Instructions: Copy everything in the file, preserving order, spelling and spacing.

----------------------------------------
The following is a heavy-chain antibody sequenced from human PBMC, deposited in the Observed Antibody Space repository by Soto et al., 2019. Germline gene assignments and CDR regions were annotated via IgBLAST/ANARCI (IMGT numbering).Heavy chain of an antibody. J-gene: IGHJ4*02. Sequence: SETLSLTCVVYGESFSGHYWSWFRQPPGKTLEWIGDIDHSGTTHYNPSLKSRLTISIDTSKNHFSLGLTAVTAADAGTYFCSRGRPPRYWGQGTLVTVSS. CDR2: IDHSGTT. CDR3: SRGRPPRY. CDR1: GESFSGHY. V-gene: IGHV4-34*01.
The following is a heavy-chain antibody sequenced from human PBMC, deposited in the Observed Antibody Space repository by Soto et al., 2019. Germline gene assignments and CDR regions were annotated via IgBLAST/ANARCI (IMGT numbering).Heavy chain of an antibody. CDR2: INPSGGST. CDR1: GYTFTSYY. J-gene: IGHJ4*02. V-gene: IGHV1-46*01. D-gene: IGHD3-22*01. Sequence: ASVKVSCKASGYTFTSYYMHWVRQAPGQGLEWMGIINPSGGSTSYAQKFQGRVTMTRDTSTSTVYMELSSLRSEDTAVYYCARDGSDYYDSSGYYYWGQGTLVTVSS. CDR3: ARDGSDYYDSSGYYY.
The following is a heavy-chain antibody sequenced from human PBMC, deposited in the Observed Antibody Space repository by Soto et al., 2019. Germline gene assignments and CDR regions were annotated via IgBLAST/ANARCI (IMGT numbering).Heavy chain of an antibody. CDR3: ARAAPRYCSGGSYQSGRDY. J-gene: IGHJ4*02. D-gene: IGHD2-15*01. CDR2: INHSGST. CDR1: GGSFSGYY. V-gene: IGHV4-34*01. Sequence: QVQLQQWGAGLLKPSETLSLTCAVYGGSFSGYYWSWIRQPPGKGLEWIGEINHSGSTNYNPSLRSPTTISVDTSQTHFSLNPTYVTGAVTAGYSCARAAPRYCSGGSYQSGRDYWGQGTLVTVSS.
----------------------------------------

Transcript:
The following is a heavy-chain antibody sequenced from human PBMC, deposited in the Observed Antibody Space repository by Soto et al., 2019. Germline gene assignments and CDR regions were annotated via IgBLAST/ANARCI (IMGT numbering).Heavy chain of an antibody. J-gene: IGHJ4*02. Sequence: SETLSLTCVVYGESFSGHYWSWFRQPPGKTLEWIGDIDHSGTTHYNPSLKSRLTISIDTSKNHFSLGLTAVTAADAGTYFCSRGRPPRYWGQGTLVTVSS. CDR2: IDHSGTT. CDR3: SRGRPPRY. CDR1: GESFSGHY. V-gene: IGHV4-34*01.
The following is a heavy-chain antibody sequenced from human PBMC, deposited in the Observed Antibody Space repository by Soto et al., 2019. Germline gene assignments and CDR regions were annotated via IgBLAST/ANARCI (IMGT numbering).Heavy chain of an antibody. CDR2: INPSGGST. CDR1: GYTFTSYY. J-gene: IGHJ4*02. V-gene: IGHV1-46*01. D-gene: IGHD3-22*01. Sequence: ASVKVSCKASGYTFTSYYMHWVRQAPGQGLEWMGIINPSGGSTSYAQKFQGRVTMTRDTSTSTVYMELSSLRSEDTAVYYCARDGSDYYDSSGYYYWGQGTLVTVSS. CDR3: ARDGSDYYDSSGYYY.
The following is a heavy-chain antibody sequenced from human PBMC, deposited in the Observed Antibody Space repository by Soto et al., 2019. Germline gene assignments and CDR regions were annotated via IgBLAST/ANARCI (IMGT numbering).Heavy chain of an antibody. CDR3: ARAAPRYCSGGSYQSGRDY. J-gene: IGHJ4*02. D-gene: IGHD2-15*01. CDR2: INHSGST. CDR1: GGSFSGYY. V-gene: IGHV4-34*01. Sequence: QVQLQQWGAGLLKPSETLSLTCAVYGGSFSGYYWSWIRQPPGKGLEWIGEINHSGSTNYNPSLRSPTTISVDTSQTHFSLNPTYVTGAVTAGYSCARAAPRYCSGGSYQSGRDYWGQGTLVTVSS.